Vika’s son is now six years old. She tells me how difficult it is to convince a child that you have to lie. They only believe you if you believe it yourself, with all your heart. “So I convinced myself we had to do it,” she said. “And I forced my wife to believe too.” And now we think that families like ours shouldn’t exist and that’s why we have to hide.” The authorities are constantly on the lookout for internal enemies – those who can be accused, on television, of spoiling the victory. It is very difficult to explain to a six-year-old child what fascism is, says Vika. What is repression. What are prisons and orphanages.

I tell my mom all this. Do you remember Vika? A few days later, she called me and said: “I don’t understand what this war is for. ” I do not say anything. Mom says: “On TV they always say ‘victory, we need victory’, but what is victory? Even if we conquer Ukraine, we will only get a country in ruins and a people who hate us. Ukrainians know how to hate, we taught them that.” I do not say anything. Mom said, “Very good. So what should I do? And I say, “Mom, that’s a really good question. »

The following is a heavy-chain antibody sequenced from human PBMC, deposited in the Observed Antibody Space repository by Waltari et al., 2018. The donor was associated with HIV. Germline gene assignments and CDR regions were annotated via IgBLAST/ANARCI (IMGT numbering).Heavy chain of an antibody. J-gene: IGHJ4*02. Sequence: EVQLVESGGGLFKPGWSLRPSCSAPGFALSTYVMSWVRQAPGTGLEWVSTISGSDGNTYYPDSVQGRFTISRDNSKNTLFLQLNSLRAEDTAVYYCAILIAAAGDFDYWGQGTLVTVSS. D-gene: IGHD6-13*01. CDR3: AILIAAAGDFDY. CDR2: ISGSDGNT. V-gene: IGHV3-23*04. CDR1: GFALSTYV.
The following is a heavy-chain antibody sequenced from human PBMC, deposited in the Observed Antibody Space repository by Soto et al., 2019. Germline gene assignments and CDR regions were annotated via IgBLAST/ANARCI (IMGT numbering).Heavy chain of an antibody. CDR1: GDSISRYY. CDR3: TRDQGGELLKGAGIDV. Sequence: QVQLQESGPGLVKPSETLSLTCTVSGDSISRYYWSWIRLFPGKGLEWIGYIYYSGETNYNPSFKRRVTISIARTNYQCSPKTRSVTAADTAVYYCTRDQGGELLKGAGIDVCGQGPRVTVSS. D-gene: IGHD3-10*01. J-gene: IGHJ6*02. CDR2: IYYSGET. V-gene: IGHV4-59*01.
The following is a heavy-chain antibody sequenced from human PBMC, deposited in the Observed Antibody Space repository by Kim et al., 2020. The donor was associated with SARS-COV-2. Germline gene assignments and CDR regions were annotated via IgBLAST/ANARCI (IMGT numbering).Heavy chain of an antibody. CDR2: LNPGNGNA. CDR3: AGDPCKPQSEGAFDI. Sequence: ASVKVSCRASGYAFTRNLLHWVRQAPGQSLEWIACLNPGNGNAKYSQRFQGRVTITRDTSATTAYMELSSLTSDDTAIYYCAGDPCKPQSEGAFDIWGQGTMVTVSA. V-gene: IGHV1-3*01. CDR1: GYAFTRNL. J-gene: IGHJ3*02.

The next day, in a maximum security prison beyond the Arctic Circle, they assassinated Alexei Navalny – political prisoner, patriot, anti-corruption activist and, in the hopes of many, future president of a liberated Russia. The jailers declare that Navalny just dropped dead – “sudden death syndrome”, they say, while the television helpfully adds that it was a blood clot. They hide his body, refusing to hand him over to his family.

Across the country, people bring flowers to memorials of political prisoners – it was once possible to erect such memorials. The police and guards immediately remove the flowers, move people forward, take photos of them and sometimes arrest them. Four hundred mourners were detained in the first 24 hours, including 46 in St. Petersburg alone; some are incarcerated. Some memorials are closed off. They tell people there are mines; they cut off any approach. So people place their flowers in the snow. They leave each other notes: “Don’t be afraid. » People continue to come, day after day. The flowers briefly erase the snow.

  • Do you have an opinion on the issues raised in this article? If you would like to submit a response of up to 300 words by email to be considered for publication in our letters section, please click here.

Bir yanıt yazın

E-posta adresiniz yayınlanmayacak. Gerekli alanlar * ile işaretlenmişlerdir